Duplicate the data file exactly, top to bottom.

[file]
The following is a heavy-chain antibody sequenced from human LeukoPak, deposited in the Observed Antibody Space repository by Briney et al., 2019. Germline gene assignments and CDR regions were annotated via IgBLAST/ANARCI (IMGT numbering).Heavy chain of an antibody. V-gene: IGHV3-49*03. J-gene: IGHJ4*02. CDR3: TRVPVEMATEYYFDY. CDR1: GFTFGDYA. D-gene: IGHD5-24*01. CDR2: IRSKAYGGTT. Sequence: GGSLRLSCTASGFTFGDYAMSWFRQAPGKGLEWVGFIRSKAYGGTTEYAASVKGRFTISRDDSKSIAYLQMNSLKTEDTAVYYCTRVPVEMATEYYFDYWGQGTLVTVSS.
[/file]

The following is a heavy-chain antibody sequenced from human LeukoPak, deposited in the Observed Antibody Space repository by Briney et al., 2019. Germline gene assignments and CDR regions were annotated via IgBLAST/ANARCI (IMGT numbering).Heavy chain of an antibody. V-gene: IGHV3-49*03. J-gene: IGHJ4*02. CDR3: TRVPVEMATEYYFDY. CDR1: GFTFGDYA. D-gene: IGHD5-24*01. CDR2: IRSKAYGGTT. Sequence: GGSLRLSCTASGFTFGDYAMSWFRQAPGKGLEWVGFIRSKAYGGTTEYAASVKGRFTISRDDSKSIAYLQMNSLKTEDTAVYYCTRVPVEMATEYYFDYWGQGTLVTVSS.